The framed letter was written and sent to the ambulance station by Linda Arnold, a retired nurse and grandmother. It’s accompanied by a heartfelt thank-you note and two “then and now” photos of her granddaughter Jayden Arnold – one when she was a little girl and the other in her high school graduation gown. The letter outlines how Jayden is graduating on the honour roll thanks to the efforts of the BC Ambulance Service paramedics who saved Jayden’s life in the summer of 2000.
When Jayden was two years old, she was rescued from drowning in a backyard pool in Surrey. In the letter she wrote just over a year ago, Jayden’s grandmother writes: “Every day for the last fifteen years my day has started with a thought of gratitude to the paramedics, educators, and support staff that made it possible for that backyard drowning not to have been a family tragedy.”
One of the paramedics who responded was Roy Stanley, who was working in Surrey at the time, with partner Derek Morris. They had a student paramedic from Hong Kong along with them in the ambulance. “It came as a surprise to me when the letter arrived at the Surrey station so many years after that rescue,” Roy said. “When it arrived, people were asking around if anyone remembered who’d responded to this call and thinking back, I realized it was the call Derek and I responded to.”
“It was a set of circumstances that seemed to align just right, in other words, luck was with us,” Roy remembers. “The girl’s mother got the two-year-old out of the pool, and a neighbour jumped the fence to start CPR. A nearby RCMP officer trained in pediatric CPR arrived very quickly, scooped her up and brought her to the front lawn. Derek and I arrived right after to help, as we were mere blocks away when the call came. Advanced care paramedics Dan Cameron and Don Jolley met us and took over to treat the patient and rush her to hospital.”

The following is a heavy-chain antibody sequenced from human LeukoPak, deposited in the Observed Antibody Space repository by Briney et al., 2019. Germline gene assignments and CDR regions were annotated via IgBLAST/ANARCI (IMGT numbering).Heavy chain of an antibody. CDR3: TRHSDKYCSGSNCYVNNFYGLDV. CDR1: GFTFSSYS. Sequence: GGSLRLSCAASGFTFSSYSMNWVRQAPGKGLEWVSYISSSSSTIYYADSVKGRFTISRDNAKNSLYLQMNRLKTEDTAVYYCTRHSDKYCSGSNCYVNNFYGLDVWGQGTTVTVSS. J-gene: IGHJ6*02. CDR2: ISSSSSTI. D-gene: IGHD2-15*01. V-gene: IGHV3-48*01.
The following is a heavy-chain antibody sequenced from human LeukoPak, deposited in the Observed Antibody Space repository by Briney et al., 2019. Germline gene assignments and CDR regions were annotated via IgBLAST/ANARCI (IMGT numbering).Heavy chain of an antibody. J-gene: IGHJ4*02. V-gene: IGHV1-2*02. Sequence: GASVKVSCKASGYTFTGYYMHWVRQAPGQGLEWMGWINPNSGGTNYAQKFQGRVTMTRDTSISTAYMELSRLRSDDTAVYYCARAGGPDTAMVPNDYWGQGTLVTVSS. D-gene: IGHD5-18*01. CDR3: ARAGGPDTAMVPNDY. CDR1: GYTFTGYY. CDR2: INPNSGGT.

Derek recalls, “The one thing that I vividly remember is the moment while doing CPR on Jayden, I checked for a pulse and thought “is that a heartbeat?” We were ventilating her and then she started making respiratory efforts on her own. As I handed her off to our two fantastic colleagues, I requested that they take my student with them, as he had never seen a pediatric resuscitation. Just weeks prior to this call I had another successful resuscitation of another two-year old that drowned in North Delta. It is extremely rare to have a successful resuscitation of a drowning infant, so having two in as many months is a memory I will always cherish.”
“We don’t always get to find out how our patients fare once we’ve attended to them, but this letter brought it all rushing back,” Roy adds. As time passed, I’d remember we’d saved that little girl who ran into trouble in a backyard pool many years ago, and I pretty much thought that was the end of it, until this letter came. Now, it reminds me how important every single call is whenever I think about it.”
Today, Linda is happy her letter serves as a reminder to paramedics that their skills and commitment are truly appreciated: “I’m pleased that the team that responded to that 911 call are able to see Jayden all grown up, due to their long hours of study and dedication to their profession,” she said from her home in Quesnel.
Jayden meanwhile has graduated high school and is at a cosmetology school, studying to become a hair stylist. “I hope my story brings faith and joy to many paramedics and that they know the work they are doing truly does change many lives,” she said. “I’m so glad that we sent in that letter, to let them know how I’m doing after all these years. I can’t thank them enough for saving my life.”
Today, Roy’s an advanced care paramedic in Kelowna, Derek is stationed in Penticton, and Don is now Fire Chief in Pitt Meadows. They all say this event stays with them to this day. Derek keeps a copy of the letter and photos on his wall. “I am retiring soon, and having this memory makes all the difficult calls and long nightshifts during my career worthwhile.”